I normally ride solo for these types of events but this time I
took my buddy Greg on his 2003 Road King. This was his first attempt at an Iron Butt Award. We started the ride in the back of the pack poking fun at those who may have been taking this ride a little too seriously. I think I saw individuals wearing diapers so they would not have to stop to relieve
themselves. Whereas others took the challenge to seriously, we did not give the Colorado Classic 1000 the respect it deserved. Our first mistake was taking to many rest/gas stops. With each stop we were not properly disciplined to quickly get back on the road; instead we slacked off before hitting the pavement. These pit stops ate up crucial time needed and before we knew it, we found ourselves behind schedule. I made some rookie mistakes by not packing sun block, water and snacks. I assumed that there would be plenty of time to get a nice lunch/dinner but that was wishful thinking.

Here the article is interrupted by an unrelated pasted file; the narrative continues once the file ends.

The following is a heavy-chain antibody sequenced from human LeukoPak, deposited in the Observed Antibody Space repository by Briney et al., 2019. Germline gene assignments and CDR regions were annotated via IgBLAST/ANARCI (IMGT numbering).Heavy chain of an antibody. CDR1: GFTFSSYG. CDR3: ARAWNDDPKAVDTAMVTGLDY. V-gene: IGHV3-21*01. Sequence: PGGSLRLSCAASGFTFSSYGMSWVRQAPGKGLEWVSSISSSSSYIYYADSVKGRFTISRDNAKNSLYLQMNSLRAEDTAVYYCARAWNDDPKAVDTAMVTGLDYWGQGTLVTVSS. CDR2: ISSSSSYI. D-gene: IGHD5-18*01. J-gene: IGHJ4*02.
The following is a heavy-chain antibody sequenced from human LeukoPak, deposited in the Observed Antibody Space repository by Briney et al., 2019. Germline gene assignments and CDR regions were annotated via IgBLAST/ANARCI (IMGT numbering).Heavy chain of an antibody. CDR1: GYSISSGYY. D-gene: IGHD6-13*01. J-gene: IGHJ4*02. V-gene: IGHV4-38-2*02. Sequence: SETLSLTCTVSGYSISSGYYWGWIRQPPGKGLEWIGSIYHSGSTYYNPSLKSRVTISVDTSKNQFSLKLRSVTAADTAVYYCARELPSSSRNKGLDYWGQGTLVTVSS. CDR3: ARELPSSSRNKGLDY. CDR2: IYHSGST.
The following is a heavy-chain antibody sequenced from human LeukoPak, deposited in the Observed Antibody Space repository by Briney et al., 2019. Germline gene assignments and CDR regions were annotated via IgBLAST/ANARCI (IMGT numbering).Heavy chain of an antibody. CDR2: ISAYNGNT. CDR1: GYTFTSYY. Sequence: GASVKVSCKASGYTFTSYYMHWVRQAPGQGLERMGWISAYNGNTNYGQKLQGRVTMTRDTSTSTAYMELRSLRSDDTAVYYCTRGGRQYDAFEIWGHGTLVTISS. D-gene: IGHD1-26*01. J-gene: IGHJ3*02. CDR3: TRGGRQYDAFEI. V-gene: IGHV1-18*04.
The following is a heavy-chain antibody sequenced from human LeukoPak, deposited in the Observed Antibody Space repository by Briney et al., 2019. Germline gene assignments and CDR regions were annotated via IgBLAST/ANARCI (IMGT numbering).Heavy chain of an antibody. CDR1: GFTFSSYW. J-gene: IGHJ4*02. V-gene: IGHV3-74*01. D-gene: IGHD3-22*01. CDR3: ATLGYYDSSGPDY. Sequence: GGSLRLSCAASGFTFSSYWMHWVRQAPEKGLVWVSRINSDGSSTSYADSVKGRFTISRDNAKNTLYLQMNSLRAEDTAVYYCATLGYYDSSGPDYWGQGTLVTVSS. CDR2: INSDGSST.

The sun was scorching on the day of the ride. I felt its rays eating through my soul and finally had to pull over at a Walgreens to get some sun block. I purchased the highest sun block legal in the State of Colorado. I wanted all the protection I could get so I smothered the lotion all over my bear skin including my scalp and neck. Newly protected from the Sun we took off like wild cheetahs looking to make up some time. About 15 minutes after my sun block lotion bath, my eyes began to sting. I thought the pain would work its self out so I pushed through it and kept riding. Soon after the stinging began, it quickly manifested into a painful blindness. This scenario was not cool while traveling 70 mile per hour down a river canyon road on two wheels. I was not thinking rationally because I continued to fight through the pain and lack of sight in a blind rage. Finally the blindness consumed me so I pulled over to duck my head in the river in hopes of washing away the sinister sun block out of my eyes. Thirteen years of motorcycling and I am still learning road lessons. My suggestion is to never put sun block on your body where it can eventually run into your eyes. This was a rookie mistake which cost me thirty minutes to wash out my eyes. The whole scenario was not my proudest or safest moment on two wheels.